Sunday, November 23, 2008

Richardson unfit for Obama cabinet

Recent signals suggest that the Obama transition team has Bill Richardson in line to be the Secretary of Commerce.

This could be regarded as a good news/bad news kind of a joke if the consequences weren't so serious for the U.S.

The good news is that apparently he is not being considered for the Secretary of State post. The bad news is that he is being considered at all.

The last cabinet post he held was as Secretary of Energy under the Clinton Administration and his performance was decidedly dismal.

Instead of courage, he showed cowardice under pressure. Instead of challenging the right wing for outrageous accusations of the Clinton administration, he appeased them by leaking the name of Dr. Wen Ho Lee to the media as the alleged spy for China.

To this day, he stands by his misconduct. A summary of this case can be found elsewhere on this blog.

Please join us in signing the petition calling attention to why Richardson is unfit to serve in the Obama administration.

See a recent report of the petition and protest from the community in the San Jose Mercury.

See Youtube summary of the Wen Ho Lee case for a refresher.

Saturday, November 15, 2008

Taiwan's Chen Shui Bian, political prisoner or just crooked politician?

A historic moment is being recorded in Taiwan, albeit not a proud one. After months of dodging and weaving, former Taiwan president Chen Shui-bian was finally taken to jail on November 12 to face charges of corruption.

Chen is accused of embezzling NT$14.8 million (about $400,000) in secret state funds, laundering US$21 million in funds abroad and accepting as yet undetermined millions of New Taiwan dollars under the table from Taiwan businessmen.

He admitted that his wife transferred $21 million to secret Swiss accounts, but without his knowledge. Furthermore, he had done nothing wrong and the money rightfully belonged to him anyway.

Besides proclaiming his innocence, he mounted an offense accusing the prosecution and the judiciary of acting as pawns of the ruling Kuomingtang (KMT) to turn him into a political scapegoat. Chen claimed that by discrediting him, the KMT hoped to discredit his party, the DPP, before the people of Taiwan.

While the leaders of the DPP opposition have protested the “undignified” arrest of Chen and questioned the necessity of having to handcuff him like a common criminal, no one among the DPP leadership has stepped forward to vouch for Chen’s integrity and veracity.

Chen was the 12th in the series arrested in connection with the investigation of corruption during his term of office. All the arrests that preceded him were members of his staff, officials that reported to him, or friends and family. Other members of his immediate family including his wife have been forbidden to leave Taiwan pending further investigations and court appearances.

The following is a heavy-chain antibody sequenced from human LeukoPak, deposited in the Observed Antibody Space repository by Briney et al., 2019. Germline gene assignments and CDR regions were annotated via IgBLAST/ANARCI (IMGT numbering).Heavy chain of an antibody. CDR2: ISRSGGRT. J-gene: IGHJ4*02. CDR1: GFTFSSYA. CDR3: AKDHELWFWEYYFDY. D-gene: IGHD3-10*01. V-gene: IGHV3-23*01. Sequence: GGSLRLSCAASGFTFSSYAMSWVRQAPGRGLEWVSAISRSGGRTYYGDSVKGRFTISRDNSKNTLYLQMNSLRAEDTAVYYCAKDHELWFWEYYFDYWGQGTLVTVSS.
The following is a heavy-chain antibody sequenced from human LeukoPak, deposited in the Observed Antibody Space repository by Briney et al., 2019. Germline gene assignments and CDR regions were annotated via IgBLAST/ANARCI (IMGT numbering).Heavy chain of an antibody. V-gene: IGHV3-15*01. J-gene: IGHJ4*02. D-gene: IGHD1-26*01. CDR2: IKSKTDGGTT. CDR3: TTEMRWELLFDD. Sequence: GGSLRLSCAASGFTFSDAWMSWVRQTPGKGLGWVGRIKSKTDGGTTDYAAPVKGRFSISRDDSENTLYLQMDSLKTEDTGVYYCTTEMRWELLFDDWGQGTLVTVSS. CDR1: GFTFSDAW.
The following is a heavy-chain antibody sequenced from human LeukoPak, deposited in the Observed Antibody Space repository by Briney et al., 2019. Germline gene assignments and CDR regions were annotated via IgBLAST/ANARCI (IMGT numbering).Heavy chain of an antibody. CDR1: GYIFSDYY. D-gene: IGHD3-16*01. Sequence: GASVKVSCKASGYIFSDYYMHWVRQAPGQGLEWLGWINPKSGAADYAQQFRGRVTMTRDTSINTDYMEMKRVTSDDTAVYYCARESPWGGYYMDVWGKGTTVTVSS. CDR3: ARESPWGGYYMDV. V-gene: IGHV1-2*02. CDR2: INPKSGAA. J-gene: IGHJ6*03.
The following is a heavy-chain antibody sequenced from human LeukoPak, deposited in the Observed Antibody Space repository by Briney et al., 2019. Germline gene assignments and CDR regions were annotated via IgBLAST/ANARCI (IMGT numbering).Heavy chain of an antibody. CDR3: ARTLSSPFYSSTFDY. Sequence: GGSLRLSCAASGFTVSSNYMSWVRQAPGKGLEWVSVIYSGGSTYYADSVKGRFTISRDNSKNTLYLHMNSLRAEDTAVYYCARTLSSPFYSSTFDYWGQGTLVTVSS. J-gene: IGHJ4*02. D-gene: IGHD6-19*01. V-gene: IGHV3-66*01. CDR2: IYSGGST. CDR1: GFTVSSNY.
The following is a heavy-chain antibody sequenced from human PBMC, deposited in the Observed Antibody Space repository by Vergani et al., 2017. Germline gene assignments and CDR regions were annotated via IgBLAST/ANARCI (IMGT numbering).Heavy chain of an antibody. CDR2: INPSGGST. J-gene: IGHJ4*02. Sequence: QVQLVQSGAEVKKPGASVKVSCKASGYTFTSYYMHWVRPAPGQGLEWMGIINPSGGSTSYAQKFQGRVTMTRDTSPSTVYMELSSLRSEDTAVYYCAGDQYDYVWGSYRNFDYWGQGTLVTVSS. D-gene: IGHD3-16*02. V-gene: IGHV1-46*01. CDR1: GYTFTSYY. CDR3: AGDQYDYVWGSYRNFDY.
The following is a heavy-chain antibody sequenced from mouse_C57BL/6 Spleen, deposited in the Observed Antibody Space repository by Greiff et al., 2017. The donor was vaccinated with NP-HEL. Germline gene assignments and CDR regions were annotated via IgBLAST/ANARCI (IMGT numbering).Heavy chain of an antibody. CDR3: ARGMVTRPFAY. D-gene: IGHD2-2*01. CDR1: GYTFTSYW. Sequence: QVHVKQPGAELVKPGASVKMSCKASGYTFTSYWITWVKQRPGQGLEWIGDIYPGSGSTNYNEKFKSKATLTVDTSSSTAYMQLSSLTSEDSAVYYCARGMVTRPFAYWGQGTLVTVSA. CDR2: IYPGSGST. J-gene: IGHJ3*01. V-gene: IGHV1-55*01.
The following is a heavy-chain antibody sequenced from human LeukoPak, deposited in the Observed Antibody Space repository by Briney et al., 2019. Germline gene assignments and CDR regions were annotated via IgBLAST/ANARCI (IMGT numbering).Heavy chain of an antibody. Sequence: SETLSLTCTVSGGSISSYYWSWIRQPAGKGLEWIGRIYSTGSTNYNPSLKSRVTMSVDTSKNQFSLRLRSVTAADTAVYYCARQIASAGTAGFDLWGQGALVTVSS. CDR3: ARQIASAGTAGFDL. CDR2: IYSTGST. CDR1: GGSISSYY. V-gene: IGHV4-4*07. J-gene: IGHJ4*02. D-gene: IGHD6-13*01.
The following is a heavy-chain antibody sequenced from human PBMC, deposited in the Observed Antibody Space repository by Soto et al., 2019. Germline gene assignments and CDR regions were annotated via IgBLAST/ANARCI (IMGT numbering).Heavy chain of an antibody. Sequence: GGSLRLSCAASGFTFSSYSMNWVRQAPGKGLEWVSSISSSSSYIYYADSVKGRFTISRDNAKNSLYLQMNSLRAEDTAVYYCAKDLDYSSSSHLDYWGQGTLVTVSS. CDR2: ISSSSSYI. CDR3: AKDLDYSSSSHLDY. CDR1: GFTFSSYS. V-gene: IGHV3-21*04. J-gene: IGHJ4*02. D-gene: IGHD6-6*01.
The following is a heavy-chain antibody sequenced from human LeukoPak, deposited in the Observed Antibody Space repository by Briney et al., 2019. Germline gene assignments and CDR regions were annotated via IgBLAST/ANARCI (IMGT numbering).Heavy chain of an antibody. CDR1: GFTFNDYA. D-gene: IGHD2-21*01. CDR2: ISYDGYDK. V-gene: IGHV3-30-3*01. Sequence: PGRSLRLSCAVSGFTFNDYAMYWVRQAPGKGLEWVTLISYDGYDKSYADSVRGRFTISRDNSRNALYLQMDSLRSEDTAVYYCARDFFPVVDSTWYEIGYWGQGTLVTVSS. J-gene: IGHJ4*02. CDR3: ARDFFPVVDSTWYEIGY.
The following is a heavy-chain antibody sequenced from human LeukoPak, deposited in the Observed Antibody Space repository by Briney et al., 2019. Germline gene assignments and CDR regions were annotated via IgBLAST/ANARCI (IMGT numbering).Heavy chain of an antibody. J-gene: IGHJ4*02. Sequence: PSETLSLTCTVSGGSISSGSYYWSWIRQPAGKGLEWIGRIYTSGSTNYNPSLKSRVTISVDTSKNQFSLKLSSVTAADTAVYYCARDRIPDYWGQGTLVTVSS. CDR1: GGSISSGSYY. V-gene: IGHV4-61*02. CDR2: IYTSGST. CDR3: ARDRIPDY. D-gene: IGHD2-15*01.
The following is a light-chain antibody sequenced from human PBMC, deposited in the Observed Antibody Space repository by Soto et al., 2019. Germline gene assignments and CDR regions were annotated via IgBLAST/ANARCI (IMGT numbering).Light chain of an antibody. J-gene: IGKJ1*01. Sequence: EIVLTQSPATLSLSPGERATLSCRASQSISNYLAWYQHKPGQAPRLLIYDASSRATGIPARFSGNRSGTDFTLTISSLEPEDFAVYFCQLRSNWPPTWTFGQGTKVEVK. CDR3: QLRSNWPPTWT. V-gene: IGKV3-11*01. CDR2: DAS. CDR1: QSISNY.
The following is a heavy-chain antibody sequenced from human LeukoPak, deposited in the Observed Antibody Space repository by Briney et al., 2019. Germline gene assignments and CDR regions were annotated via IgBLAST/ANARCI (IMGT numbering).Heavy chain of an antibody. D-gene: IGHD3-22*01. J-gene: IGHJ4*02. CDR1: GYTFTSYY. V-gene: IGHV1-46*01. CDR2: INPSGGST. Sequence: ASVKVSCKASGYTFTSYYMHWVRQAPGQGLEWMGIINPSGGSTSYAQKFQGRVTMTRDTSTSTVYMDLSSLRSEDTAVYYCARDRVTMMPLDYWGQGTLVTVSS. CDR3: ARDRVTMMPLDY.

The week before his arrest, there was another historic event when Chen Yunlin, Beijing’s chief cross-strait negotiator came to Taiwan to sign several breakthrough agreements and meet briefly with Ma Ying-jeou, the current president of Taiwan. It was a first for a Beijing official to meet with the elected leader of Taiwan since the Nationalist government fled the mainland and set up in Taiwan.

The agreements will increase daily flights from Taiwan to more destinations on the mainland and all flights will be direct and not have to detour over Hong Kong airspace. Direct shipping will be allowed as well as improved mail service and better assurance of food safety. This became known as the “four agreements.”

The agreements could prove to be historically important in furthering cross-strait economic cooperation. The meeting with Ma could mark the symbolic beginning of the eventual cross-strait unification.

For weeks leading up to this cross-strait summit, the DPP had staged a number of public protests in opposition and in the name of Taiwan independence and sovereignty. Chen Shui-bian, though uninvited by the organizers, was active and prominent in these agitations. The DPP led mob even trapped Chen Yunlin in a hotel where a hosted banquet took place and the Beijing official was not allowed to leave for eight hours.

Despite such vociferous protest by the opposition, polls taken later revealed that less than 17% of the Taiwanese population opposed the four agreements. Less than 26% of the people supported the DPP protest while over 59% did not.

After Taiwan’s security force came to arrest Chen Shui-bian, he made one last attempt to avoid jail by complaining that he was injured by the rough handling police. He was promptly taken to the hospital where the doctors diagnosed a slight muscle strain due to over exertion of his shoulders. He strained his shoulders trying to show his handcuffs to the media.

Since Chen became inmate #2630, he began a hunger strike, protesting that he had become a political prisoner of the KMT. Shih Ming-teh, former chairman of DPP and former political prisoner under KMT, dismissed Chen’s antics saying that his refusal to eat will not transform Chen from a suspect in corruption and money laundering into a political prisoner.